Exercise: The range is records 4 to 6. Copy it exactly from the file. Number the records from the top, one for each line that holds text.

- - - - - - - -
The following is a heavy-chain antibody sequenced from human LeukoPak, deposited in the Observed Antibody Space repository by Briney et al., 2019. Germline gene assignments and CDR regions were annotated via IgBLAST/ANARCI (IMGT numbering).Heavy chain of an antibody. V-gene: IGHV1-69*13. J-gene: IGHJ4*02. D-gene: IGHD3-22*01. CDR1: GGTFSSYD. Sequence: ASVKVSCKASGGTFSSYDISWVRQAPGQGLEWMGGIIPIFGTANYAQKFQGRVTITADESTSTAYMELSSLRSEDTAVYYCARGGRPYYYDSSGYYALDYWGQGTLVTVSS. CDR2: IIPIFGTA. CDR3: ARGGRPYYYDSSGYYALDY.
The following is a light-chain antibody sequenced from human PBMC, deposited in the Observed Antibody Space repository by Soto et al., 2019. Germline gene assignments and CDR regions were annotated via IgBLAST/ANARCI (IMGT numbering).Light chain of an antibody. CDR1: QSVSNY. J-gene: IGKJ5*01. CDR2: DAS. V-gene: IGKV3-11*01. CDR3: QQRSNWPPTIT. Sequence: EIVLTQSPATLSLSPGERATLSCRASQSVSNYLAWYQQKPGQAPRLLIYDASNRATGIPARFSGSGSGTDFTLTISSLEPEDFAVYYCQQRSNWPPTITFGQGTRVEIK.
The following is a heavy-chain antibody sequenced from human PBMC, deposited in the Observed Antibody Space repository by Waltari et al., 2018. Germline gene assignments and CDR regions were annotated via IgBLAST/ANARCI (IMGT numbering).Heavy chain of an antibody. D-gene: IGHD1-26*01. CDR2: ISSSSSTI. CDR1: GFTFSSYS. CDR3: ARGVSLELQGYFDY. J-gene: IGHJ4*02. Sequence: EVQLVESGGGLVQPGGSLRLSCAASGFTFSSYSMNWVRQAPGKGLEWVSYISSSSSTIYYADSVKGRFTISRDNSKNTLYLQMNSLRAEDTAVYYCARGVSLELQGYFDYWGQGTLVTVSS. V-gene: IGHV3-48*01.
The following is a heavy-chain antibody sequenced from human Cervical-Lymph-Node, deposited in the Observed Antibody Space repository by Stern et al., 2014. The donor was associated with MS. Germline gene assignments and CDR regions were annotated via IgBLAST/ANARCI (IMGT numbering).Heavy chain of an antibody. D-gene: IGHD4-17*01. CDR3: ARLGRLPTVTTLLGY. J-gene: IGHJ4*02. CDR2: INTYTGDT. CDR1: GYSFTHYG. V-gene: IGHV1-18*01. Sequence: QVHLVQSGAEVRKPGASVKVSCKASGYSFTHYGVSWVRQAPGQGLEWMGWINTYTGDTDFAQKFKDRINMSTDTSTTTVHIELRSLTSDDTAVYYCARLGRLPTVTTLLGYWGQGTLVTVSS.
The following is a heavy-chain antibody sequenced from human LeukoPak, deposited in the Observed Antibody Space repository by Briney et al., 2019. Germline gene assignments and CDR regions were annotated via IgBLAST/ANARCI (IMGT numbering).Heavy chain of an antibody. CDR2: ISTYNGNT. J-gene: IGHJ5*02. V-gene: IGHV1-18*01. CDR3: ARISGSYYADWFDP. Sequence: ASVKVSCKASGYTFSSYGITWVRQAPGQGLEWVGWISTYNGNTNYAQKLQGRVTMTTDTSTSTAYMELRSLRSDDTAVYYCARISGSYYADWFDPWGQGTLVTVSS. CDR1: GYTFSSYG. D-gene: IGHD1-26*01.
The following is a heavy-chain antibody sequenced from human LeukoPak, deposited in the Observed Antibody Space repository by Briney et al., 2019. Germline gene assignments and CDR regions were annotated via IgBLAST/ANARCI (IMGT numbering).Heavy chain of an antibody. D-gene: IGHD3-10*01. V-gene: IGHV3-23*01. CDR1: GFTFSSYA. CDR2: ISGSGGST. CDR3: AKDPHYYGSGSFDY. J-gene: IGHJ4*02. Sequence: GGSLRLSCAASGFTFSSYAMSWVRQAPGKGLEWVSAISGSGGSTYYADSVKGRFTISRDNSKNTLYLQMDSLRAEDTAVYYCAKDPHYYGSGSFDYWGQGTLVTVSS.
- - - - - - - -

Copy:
The following is a heavy-chain antibody sequenced from human Cervical-Lymph-Node, deposited in the Observed Antibody Space repository by Stern et al., 2014. The donor was associated with MS. Germline gene assignments and CDR regions were annotated via IgBLAST/ANARCI (IMGT numbering).Heavy chain of an antibody. D-gene: IGHD4-17*01. CDR3: ARLGRLPTVTTLLGY. J-gene: IGHJ4*02. CDR2: INTYTGDT. CDR1: GYSFTHYG. V-gene: IGHV1-18*01. Sequence: QVHLVQSGAEVRKPGASVKVSCKASGYSFTHYGVSWVRQAPGQGLEWMGWINTYTGDTDFAQKFKDRINMSTDTSTTTVHIELRSLTSDDTAVYYCARLGRLPTVTTLLGYWGQGTLVTVSS.
The following is a heavy-chain antibody sequenced from human LeukoPak, deposited in the Observed Antibody Space repository by Briney et al., 2019. Germline gene assignments and CDR regions were annotated via IgBLAST/ANARCI (IMGT numbering).Heavy chain of an antibody. CDR2: ISTYNGNT. J-gene: IGHJ5*02. V-gene: IGHV1-18*01. CDR3: ARISGSYYADWFDP. Sequence: ASVKVSCKASGYTFSSYGITWVRQAPGQGLEWVGWISTYNGNTNYAQKLQGRVTMTTDTSTSTAYMELRSLRSDDTAVYYCARISGSYYADWFDPWGQGTLVTVSS. CDR1: GYTFSSYG. D-gene: IGHD1-26*01.
The following is a heavy-chain antibody sequenced from human LeukoPak, deposited in the Observed Antibody Space repository by Briney et al., 2019. Germline gene assignments and CDR regions were annotated via IgBLAST/ANARCI (IMGT numbering).Heavy chain of an antibody. D-gene: IGHD3-10*01. V-gene: IGHV3-23*01. CDR1: GFTFSSYA. CDR2: ISGSGGST. CDR3: AKDPHYYGSGSFDY. J-gene: IGHJ4*02. Sequence: GGSLRLSCAASGFTFSSYAMSWVRQAPGKGLEWVSAISGSGGSTYYADSVKGRFTISRDNSKNTLYLQMDSLRAEDTAVYYCAKDPHYYGSGSFDYWGQGTLVTVSS.